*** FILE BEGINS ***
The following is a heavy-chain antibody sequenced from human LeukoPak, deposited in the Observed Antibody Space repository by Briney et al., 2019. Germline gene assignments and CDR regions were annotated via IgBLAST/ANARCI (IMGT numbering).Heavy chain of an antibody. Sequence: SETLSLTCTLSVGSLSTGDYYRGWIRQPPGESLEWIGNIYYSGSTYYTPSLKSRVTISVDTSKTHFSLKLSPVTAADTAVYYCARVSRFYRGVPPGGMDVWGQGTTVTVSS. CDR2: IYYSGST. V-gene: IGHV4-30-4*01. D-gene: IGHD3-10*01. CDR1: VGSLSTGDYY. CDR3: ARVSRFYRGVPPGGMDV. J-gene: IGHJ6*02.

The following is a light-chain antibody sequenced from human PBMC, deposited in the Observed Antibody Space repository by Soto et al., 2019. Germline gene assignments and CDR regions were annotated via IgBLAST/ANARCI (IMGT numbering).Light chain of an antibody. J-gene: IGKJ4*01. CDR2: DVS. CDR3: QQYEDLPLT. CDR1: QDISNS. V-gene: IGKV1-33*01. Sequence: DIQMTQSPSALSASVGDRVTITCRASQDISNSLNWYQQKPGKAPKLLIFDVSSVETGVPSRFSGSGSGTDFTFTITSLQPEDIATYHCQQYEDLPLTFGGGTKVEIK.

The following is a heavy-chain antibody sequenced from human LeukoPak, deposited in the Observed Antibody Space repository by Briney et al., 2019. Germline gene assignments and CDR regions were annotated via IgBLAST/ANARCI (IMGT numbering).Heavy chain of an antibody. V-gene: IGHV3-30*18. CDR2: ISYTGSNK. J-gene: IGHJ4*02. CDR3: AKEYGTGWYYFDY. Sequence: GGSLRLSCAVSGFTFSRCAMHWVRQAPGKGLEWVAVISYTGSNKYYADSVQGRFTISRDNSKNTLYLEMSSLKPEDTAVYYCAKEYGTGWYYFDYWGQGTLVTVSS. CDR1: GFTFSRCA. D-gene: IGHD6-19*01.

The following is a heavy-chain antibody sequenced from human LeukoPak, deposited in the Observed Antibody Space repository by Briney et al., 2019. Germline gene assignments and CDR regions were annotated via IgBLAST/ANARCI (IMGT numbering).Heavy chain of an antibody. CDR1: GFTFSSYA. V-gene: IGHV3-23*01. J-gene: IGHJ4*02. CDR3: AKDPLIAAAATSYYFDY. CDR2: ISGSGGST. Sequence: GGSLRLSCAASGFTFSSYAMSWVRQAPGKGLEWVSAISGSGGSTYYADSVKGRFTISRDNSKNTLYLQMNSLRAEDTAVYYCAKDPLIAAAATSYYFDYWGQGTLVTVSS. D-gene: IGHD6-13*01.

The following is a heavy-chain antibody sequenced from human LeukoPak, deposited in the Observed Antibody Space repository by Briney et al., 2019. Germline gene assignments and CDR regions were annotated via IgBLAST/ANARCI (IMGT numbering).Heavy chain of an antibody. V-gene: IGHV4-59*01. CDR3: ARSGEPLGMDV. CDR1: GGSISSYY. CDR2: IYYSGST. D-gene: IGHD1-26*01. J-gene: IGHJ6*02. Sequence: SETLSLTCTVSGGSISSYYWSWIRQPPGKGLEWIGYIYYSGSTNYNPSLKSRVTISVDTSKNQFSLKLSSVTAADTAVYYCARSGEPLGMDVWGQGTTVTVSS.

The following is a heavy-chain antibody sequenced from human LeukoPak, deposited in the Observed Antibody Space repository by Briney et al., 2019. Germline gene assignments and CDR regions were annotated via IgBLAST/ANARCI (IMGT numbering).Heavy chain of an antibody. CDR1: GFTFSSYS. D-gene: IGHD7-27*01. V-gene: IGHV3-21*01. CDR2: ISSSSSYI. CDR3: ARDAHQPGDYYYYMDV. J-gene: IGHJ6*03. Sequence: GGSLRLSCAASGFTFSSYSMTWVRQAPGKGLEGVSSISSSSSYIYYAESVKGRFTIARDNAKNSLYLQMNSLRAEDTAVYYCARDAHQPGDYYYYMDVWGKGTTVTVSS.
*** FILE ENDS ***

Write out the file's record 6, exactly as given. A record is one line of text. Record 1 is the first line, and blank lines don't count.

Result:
The following is a heavy-chain antibody sequenced from human LeukoPak, deposited in the Observed Antibody Space repository by Briney et al., 2019. Germline gene assignments and CDR regions were annotated via IgBLAST/ANARCI (IMGT numbering).Heavy chain of an antibody. CDR1: GFTFSSYS. D-gene: IGHD7-27*01. V-gene: IGHV3-21*01. CDR2: ISSSSSYI. CDR3: ARDAHQPGDYYYYMDV. J-gene: IGHJ6*03. Sequence: GGSLRLSCAASGFTFSSYSMTWVRQAPGKGLEGVSSISSSSSYIYYAESVKGRFTIARDNAKNSLYLQMNSLRAEDTAVYYCARDAHQPGDYYYYMDVWGKGTTVTVSS.